A charming parody that struggles to stand on its own.
Breathedge strives to be that ideal form of parody in that it pokes fun at a genre, whilst existing as a solid entry in the genre itself. Taking heavy influence from titles like Subnautica, Breathedge tasks a player with surviving alone after their ship explodes in deep space. But is a shattered fourth wall enough to bring freshness into this increasingly populated genre?
As you find yourself alone aboard a mostly destroyed ship, you’ll have only an AI companion to help you survive. While the small surviving area of the ship is pressurized and has breathable air, you’ll need to venture into the cold dark of space to gather resources. At the outset you’ll be heavily restricted to the area immediately around your ship. However as you progress you’ll find a myriad of ways to extend your oxygen supply, but you’ll ultimately still be on a timer. This is the biggest difference between Breathedge and Subnautica, its most obvious inspiration. Where in Subnautica one can surface anywhere to get more oxygen, Breathedge is built around set points. As such exploration feels much more repetitive as, while you’ll gradually be able to go farther, you’re constantly retreading the same territory on each trip. Base building and faster travel options as the game progresses helps to break things up, but the underlying repetitive travel is still present.
As you explore you’ll find materials. Some are simply floating in space ready for harvest, while others will require a specific tool to acquire. Each material can be crafted at your base into other things such as tools, equipment, and sustenance. It is worth noting that the food and water meters feel entirely superfluous here and more a result of accurate parody than an understanding of the mechanic. Since lack of oxygen will always force you back to your base, food and water don't really affect the player other than being two more bars to fill. They are there simply because the genre demands it. On the bright side the materials for food and water are ample and even at the outset, it's never a problem staying fed.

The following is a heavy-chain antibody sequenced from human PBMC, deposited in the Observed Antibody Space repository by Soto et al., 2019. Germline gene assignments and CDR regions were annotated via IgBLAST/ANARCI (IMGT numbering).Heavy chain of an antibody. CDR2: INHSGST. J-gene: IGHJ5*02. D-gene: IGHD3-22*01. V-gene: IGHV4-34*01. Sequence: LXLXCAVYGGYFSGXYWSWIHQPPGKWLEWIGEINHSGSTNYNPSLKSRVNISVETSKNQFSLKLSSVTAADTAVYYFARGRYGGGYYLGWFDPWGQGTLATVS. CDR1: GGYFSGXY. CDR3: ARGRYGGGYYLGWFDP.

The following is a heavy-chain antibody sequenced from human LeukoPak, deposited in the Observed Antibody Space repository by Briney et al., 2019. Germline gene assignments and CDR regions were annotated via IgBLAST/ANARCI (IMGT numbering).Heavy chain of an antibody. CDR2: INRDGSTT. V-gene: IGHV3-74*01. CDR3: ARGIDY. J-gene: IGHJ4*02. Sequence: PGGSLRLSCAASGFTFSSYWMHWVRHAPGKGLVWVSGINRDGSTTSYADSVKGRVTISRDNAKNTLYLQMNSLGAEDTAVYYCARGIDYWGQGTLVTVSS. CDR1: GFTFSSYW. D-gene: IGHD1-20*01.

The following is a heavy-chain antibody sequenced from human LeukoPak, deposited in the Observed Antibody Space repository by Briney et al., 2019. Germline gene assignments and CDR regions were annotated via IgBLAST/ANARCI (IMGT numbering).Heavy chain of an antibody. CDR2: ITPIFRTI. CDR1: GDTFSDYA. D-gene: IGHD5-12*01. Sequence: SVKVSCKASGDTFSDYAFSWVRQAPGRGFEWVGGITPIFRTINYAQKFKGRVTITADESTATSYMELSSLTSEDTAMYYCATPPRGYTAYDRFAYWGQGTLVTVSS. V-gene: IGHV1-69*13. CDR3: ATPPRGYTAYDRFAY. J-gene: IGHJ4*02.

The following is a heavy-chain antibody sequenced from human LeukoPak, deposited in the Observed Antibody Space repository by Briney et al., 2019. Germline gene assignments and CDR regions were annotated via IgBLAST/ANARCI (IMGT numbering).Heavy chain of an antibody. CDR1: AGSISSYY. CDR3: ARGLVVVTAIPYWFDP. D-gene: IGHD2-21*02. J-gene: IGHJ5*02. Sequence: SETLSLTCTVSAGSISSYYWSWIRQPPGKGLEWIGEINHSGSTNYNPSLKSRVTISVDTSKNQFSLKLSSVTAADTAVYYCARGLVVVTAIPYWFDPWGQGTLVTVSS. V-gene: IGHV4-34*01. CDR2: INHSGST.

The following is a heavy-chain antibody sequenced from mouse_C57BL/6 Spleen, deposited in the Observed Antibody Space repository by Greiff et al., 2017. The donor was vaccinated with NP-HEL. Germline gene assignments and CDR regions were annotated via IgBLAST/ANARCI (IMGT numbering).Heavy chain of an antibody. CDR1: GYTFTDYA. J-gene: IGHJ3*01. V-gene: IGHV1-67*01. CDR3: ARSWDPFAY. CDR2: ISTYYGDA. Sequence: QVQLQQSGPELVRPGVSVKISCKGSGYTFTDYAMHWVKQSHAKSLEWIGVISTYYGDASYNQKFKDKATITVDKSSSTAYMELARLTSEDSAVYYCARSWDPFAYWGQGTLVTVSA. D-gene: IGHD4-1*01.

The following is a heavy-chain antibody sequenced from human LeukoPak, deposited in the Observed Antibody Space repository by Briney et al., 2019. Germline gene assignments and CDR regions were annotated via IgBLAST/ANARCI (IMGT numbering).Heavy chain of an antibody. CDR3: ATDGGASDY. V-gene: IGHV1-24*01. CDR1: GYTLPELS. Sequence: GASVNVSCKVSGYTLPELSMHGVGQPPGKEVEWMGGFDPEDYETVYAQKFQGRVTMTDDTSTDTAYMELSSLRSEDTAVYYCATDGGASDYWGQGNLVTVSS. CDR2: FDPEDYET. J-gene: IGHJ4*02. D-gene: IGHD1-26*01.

The story plays out primarily through exploration and input from your AI companion. The writing is genuinely funny with plenty of self aware references. The fourth wall might as well not exist for all the time Breathedge spends breaking it. The story is Breathedge’s strongest feature and does quite a bit to keep you moving forward through the repetitive, slow gameplay. It is also worth noting that a wide variety of play modes are supported ranging from hardcore survival down to pretty much just cruising through the story. Breathedge’s commitment to accessibility is commendable in this regard.
Based on the original PC release, the Switch port itself is largely quite good with one exception. The initial loading time to get into the game is extremely long. With well over a minute of waiting and no animation on screen, I managed to convince myself that the system had frozen everytime I started the game. Luckily reloading from death is very quick, so you only need to sit through it once per play session. The resolution is a little low but Breathedge still turns in a strong visual presentation and runs smoothly. The excellent and somewhat chunky art design helps with this and natural translates well to a lower resolution.
Breathedge doesn’t quite hit that Galaxy Quest level of parody that is on par with its subject, but it is still reasonably entertaining. Unfortunately the gameplay itself suffers from a few serious pacing and mechanical issues, but the story may be funny enough to push you through. Ultimately Breathedge is, at best, a mediocre survival game with a pretty good story. While I wouldn’t suggest this as your first survival game, if you’re a fan of the genre, specifically Subnautica, you’ll likely find some things to enjoy here.